In strong language a week ago, the United States renewed its security warning against travel to Israel. Nevertheless, millions of visitors are certain to ignore it — including both the most welcome tourists and the least desirable arrivals of all.
Five hundred million visitors return to Israel in good years and bad, either wintering here or dropping in en route to other destinations. I was part of a group of Israelis who gathered last week to welcome them in the marshy rain-soaked countryside. In order to greet them up close, we were cautioned not to talk loudly nor make sharp movements. Wrapped in ponchos and wearing old sneakers, we all carried one indispensable apparatus — binoculars.
We were rewarded with the sight of multitudes of flamingos and kingfishers, warblers and spoonbills, mallards and herons, gulls and cormorants. Flocks of majestic pelicans rose to circle and fly in perfect formation in search of further meals and further vistas. We saw egrets nobly nodding, ducks gliding upon ponds, stilts treading nimbly upon muddy flats and storks perching upon one leg or two. I was surrounded in that short morning with the symmetry and grace of more birds than I had ever seen trekking elsewhere.
Israel is the beneficiary of this gorgeous spectacle because it fortuitously lies on the aviary migration routes from Europe to Africa, offering among the best bird sighting opportunities in the world.
But other, much-less welcome airborne visitors are descending these days upon this part of the world. Duplicating the biblical plague upon Egypt, millions of locusts are zooming in upon the towns and fields of Israel. These winged grasshopper-like creatures, colored a garish pink and measuring up to three inches long, blanket their destination in dense swarms.
The locusts originate in West Africa, to which they are endemic. Inadequate control measures have ballooned their numbers to epidemic proportions, creating the world’s worst locust outbreak in 15 years. They are now invading as far west as the Canary Islands and to the east in Egypt, Saudi Arabia, Jordan, and Israel. Two people who witnessed the last locust attacks in Israel almost half a century ago during the 1950s vividly described to me their repulsion at being caught in a living cloud of insects. One had his car enveloped in a swarm; the other recalled her body covered with crawling creatures, the feeling of them moving through hair and over cheeks, and the sound of them crunching underfoot. It was a loathsome sensation whose memory never faded.
The swarms upon Israel are at their inception; at present the country is escaping maximum damage to greenery and crops. Although locusts are notoriously ravenous and can daily consume more than their own weight, the appetites of these young locusts are immature and they have not reached the egg-laying stage. Swarms have thus far landed in the south of the country where most of the agriculture is in covered hothouses and hence inaccessible. The trick will be to eradicate the pests before they breed and before they reach farther north where crops grow in the open air.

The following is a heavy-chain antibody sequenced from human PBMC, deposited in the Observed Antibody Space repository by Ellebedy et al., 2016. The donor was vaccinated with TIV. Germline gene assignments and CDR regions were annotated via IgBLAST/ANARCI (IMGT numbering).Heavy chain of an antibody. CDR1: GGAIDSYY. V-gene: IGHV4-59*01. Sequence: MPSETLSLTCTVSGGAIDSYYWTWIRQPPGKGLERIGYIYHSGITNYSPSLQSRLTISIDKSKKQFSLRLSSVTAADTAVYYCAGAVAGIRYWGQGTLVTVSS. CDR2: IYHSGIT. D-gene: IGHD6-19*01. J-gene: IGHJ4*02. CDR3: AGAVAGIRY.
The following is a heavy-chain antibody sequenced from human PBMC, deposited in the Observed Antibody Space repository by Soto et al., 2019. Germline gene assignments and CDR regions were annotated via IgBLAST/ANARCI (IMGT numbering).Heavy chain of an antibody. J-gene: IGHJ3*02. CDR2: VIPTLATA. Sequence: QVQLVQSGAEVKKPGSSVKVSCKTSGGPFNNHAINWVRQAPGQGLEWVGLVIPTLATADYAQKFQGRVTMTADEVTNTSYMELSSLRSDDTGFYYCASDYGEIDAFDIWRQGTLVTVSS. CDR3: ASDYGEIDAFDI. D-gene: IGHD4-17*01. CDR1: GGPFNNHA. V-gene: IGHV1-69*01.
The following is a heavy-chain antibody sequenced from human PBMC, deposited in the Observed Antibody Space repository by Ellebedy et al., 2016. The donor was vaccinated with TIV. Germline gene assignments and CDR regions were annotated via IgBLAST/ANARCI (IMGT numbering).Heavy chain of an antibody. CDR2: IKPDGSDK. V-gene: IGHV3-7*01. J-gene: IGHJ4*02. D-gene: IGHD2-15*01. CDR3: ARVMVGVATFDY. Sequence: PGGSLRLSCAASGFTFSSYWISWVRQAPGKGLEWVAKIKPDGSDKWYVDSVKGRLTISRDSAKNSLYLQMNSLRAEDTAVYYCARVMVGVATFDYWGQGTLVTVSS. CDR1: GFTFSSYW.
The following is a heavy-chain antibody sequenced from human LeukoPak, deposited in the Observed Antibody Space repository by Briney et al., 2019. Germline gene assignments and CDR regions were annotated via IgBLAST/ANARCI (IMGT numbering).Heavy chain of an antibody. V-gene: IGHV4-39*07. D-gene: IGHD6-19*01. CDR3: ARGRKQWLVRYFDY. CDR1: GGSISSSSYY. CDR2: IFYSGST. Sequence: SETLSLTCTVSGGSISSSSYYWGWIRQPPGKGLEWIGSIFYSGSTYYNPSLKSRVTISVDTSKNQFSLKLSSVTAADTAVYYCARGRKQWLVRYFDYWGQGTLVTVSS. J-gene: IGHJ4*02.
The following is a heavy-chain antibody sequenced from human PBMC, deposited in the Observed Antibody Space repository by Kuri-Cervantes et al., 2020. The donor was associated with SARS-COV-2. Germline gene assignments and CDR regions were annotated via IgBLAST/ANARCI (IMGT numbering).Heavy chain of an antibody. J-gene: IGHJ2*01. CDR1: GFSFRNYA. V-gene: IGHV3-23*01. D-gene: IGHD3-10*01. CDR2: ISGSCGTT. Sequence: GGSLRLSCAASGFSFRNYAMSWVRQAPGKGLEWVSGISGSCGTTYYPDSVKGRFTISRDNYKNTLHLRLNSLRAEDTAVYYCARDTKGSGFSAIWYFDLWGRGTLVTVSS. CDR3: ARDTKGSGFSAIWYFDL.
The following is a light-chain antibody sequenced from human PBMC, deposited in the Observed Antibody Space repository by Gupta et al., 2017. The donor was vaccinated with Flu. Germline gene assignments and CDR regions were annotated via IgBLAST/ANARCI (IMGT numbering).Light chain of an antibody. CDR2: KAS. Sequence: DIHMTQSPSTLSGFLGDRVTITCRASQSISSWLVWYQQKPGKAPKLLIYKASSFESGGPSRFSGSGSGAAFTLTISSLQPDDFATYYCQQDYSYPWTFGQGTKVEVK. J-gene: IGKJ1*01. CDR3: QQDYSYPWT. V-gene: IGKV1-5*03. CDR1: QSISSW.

During the promise of Mideast peace prior to the intifada, Israeli ornithologists established contact with their Jordanian and Palestinian counterparts to foster bird tracking and research. Although the birds continue to arrive heedless of political strife, the cooperation of the scientists has per force been greatly reduced. For example, gatherings among Israeli, Arab and Palestinian children to learn about the birds that crisscross their common skies have been suspended.
However, the prospect of a locust disaster has begun to galvanize Israelis and Arabs to join hands in at least some way. Israel has been sending plane after plane into the sky to spray against locusts. With the full cooperation and approval of the Jordanian Ministry of Agriculture in Amman, Israeli planes sprayed along a region of the Negev on both sides of the border between Israel and Jordan, thus protecting both countries. Israel is awaiting response from Egypt on its offer to spray the locust breeding grounds in the Egyptian Sinai Desert.
The Mideast contains extremes of beauty and ugliness, of blessings and curses, of hope and despair. Bringing exquisite birds and loathsome pests, the heavens, too, bear this out.
The threatening cloud from the sky might succeed in uniting human beings on the ground. Perhaps they will perceive their common interest to be continued cooperation even after the marauding insect invaders have been banished.